JJ, a local in Evansville who knows a thing or two about racing, was there to support the event.  He’s an easy guy to get along with, and that hasn’t changed despite a real bummer of a crash resulting in a broken wrist.  Anyway, he gave me some pointers as we lined up.  Seems he has some experience flying solo and racing against teams.

Besides George (Guitar Lab) who was doubling up (and therefore I figured would probably suffer in the heat), I only knew Hayden Warner (OTF) in the field.  We talked a little beforehand, mainly about how out of shape we both were and how little training we had accomplished this year.  I just have to smile and shake my head at the two of us.  We both believe our own BS.  

Well the race was a series of attacks from TXR.  THE move had to have been the 1005th little break in the race.  I had grown tired of jumping into moves after about 2 or 3 and sure enough four TXR riders "snuck" away with one Scholars Inn Bakehouse rider.  Plenty of firepower in the break (including one junior par excellance), and I knew it was the race, so of course I try a “no guts no glory” solo bridge across their 25 second gap.  And I make it about halfway across before the engine room calls out “Lolz” and a group of four (including Tolson and another Roadhauser) catch me (or just kind of scoop me up like a street urchin).  You can imagine how the rest of the race went: small group starts working together and TXR shuts er down.  By the way, I have no bitterness in that statement.  They were just racing, and clean, and smart.  I can’t fault them for having numbers!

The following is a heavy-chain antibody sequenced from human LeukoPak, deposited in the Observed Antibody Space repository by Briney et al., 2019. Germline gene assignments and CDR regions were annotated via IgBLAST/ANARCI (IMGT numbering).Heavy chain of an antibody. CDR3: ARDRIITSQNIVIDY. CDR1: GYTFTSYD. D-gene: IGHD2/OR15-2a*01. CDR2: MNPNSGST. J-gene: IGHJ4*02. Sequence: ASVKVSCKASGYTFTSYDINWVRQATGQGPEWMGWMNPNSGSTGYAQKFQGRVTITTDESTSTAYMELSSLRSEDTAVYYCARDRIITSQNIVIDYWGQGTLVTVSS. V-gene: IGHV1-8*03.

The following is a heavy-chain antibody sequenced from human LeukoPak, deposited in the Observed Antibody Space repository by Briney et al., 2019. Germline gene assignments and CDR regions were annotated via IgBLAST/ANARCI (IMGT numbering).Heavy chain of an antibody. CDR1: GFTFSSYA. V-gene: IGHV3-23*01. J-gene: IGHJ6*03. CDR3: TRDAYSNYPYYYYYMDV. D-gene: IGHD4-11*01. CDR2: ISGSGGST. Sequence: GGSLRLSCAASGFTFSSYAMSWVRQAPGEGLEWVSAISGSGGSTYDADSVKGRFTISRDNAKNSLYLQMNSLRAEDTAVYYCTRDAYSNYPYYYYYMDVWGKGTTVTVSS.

Anyway, I missed the move du jour and then I missed the 3 man jail break with 3-4 laps to go.  I was pretty tired of closing gaps near the front of the race so I left it to somebody else, and of course, that’s the time that nobody else would do it.  So now 8 guys are up the road and the pack has been whittled down to about 15 guys anyway, but I find Hayden and bug him about how he’s feeling, etc.  We both play doormat about the other getting a leadout from us.  I tell him I’m going to work for him and start moving up the outside coming into the s/f with 1.25 laps to go.  Three TXR guys swing right (and unknowingly) box me in.  Hayden uses the confusion to drill it up the left side in what I will henceforth call “A Warner” (I mean c’mon, he does it every race!) and buries himself for the lap.  He nabs 9th, second to last place in the $$.  Good on ya Hayden!